Additional notes:

1) During your troubleshooting you can actually spot when the computer is about to jump into the stuck BIOS update screen and stop it before it goes into it. Pay attention during the restart, if it looks like it's about to go into that BIOS screen, just press the power button immediately (ctrl+alt+del might also work). The computer should boot back up after that and not go into that BIOS screen anymore.

2) The only way to get the computer unstuck from the BIOS screen is to let it die out of battery. It may need to remain plugged in for about 5 minutes before powering back on. Also, you may notice that it will not power back on - if this happens hold the power button down for 10+ seconds and then try to power it back on after that.

 

When my other machine dies out of battery and I can actually boot into again, I'm going to first try unbinding from the network and restarting a few times to see what behavior comes from the BIOS. If my results are the same, I'll wipe it and set it up again and get all updates installed prior to binding to the network.

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cwillis1337
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EDIT: I was able to get it to work by updating to F.30, and then F.36. Just like the other laptop, F.36 failed on it's first attempt, and then I did it a 2nd time and it worked. So, I suppose this is the quickest path to success - update to the F.30 update, and then update straight to the F.36 update. (note, I did this from a starting point of F.28)

 

I believe this issue is resolved as easily as downloading all of the available BIOS updates from the HP 250 G7 drivers page, and installing them in order, starting with the oldest available BIOS update, which I believe is version F.30. You download the .exe's from the drivers page, and then simply run them as admin for install, and it will prompt for restart. Restart as it requests and let it do it's thing. Do this for each BIOS update all the way until you've installed the latest version. That way Windows/HP won't try automatically forcing a BIOS update.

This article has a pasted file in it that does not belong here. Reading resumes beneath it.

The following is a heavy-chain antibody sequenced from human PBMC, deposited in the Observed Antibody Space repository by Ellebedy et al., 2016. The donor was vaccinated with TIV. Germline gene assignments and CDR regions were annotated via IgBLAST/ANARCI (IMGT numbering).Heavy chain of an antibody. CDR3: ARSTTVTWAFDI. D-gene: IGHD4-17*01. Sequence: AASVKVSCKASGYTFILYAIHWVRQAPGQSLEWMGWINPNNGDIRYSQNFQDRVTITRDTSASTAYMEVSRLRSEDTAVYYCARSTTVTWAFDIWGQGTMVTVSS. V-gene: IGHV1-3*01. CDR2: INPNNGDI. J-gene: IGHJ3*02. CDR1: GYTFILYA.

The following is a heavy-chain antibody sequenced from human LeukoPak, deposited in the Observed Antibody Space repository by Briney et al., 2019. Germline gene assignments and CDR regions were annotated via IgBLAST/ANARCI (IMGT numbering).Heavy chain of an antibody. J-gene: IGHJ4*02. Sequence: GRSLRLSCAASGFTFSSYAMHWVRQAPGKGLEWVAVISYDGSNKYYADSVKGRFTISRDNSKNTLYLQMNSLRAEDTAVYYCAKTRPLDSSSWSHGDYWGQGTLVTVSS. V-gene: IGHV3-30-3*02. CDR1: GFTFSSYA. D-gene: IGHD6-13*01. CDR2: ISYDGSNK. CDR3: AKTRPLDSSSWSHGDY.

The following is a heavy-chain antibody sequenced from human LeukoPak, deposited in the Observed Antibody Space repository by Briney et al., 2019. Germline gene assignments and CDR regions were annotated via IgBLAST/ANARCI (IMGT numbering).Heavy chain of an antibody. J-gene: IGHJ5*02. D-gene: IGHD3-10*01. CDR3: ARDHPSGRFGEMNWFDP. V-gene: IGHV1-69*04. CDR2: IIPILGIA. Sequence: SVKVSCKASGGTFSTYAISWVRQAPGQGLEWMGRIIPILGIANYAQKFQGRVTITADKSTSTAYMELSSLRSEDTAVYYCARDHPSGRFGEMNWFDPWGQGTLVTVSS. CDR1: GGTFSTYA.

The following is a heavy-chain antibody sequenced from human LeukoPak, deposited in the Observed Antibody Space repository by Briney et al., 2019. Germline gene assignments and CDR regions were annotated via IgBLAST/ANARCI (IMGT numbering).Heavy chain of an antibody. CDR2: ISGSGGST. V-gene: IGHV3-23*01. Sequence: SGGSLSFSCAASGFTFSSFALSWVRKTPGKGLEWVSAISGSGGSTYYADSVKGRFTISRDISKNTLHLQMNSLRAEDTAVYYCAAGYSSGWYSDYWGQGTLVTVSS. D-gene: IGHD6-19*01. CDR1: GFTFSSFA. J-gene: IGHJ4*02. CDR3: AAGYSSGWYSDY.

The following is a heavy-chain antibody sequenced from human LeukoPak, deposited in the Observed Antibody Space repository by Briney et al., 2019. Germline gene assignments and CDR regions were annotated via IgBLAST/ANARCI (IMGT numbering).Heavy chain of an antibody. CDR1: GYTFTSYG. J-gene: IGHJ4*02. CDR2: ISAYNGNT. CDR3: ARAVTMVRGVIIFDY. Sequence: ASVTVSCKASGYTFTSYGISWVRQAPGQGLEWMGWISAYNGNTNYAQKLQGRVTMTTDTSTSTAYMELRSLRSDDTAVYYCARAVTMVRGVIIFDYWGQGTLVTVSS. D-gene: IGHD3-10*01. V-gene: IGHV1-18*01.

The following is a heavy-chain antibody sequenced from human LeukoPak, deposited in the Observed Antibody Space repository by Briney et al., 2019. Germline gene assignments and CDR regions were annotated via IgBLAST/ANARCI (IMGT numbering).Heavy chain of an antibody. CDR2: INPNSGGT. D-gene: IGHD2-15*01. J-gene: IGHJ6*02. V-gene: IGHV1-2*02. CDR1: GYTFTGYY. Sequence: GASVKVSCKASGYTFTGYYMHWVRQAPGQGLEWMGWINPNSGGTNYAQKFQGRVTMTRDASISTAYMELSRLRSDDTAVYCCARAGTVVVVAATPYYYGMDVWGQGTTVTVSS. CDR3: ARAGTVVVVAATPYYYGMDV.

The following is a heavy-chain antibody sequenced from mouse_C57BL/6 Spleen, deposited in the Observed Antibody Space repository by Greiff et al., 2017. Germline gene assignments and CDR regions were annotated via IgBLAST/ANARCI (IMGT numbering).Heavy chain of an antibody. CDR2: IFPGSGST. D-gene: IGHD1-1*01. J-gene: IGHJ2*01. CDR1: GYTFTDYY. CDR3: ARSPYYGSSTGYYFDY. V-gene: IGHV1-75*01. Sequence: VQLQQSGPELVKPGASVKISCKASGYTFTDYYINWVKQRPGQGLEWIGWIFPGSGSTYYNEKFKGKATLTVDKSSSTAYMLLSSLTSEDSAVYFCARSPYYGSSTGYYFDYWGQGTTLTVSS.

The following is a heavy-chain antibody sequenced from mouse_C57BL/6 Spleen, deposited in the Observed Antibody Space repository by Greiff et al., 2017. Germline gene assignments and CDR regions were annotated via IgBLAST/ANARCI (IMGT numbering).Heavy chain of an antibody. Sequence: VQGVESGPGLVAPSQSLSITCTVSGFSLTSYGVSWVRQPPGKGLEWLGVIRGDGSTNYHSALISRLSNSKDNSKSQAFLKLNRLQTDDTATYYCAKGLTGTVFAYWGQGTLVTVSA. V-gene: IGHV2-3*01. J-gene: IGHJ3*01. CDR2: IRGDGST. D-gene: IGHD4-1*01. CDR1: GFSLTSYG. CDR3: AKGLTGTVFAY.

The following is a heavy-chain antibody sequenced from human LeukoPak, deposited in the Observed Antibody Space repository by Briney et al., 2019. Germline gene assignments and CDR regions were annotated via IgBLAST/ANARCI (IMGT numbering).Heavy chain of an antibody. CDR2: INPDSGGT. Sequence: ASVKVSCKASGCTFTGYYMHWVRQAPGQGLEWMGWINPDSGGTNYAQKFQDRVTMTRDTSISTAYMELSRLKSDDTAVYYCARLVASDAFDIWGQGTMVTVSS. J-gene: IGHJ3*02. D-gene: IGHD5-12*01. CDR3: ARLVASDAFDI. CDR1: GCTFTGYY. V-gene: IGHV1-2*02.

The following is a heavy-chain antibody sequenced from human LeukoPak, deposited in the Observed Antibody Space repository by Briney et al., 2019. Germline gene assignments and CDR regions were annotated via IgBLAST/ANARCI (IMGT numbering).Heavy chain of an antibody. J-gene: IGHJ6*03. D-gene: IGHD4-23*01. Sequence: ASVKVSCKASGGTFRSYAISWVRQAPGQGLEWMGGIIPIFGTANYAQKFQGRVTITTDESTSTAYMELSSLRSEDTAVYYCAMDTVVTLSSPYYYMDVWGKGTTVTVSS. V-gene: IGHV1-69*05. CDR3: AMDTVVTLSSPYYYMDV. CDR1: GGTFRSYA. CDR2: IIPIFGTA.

The issue I ran into doing the above is that all updates worked except for the last one - version F.36. The computer rebooted back into windows instead of installing the update. So I initiated it again, ran the .exe via admin, selected update, restarted, and this time it worked, 2nd time's a charm I guess. Not sure why F.36 is so picky.

 

Yeah, I think that's the issue, if you try to jump all the way from BIOS version F.28 to the latest (F.36) it will not work. You have to install in increments.  It would be nice if HP would tell you this, I'm sure they assume it's common knowledge. This is fairly common in the world of BIOS, having to work your way up, since the newer versions are often built on structure that the one previous introduced. Trying to install the latest BIOS from the oldest is like trying to build a house of cards starting from the top and working down. Which seems silly and disorganized. I imagine BIOS issues like this will be a thing of the past someday soon, one can hope.

One final word of advice: after each BIOS update, double check that it is in fact installed before moving onto the next version, You can check BIOS version in System Information.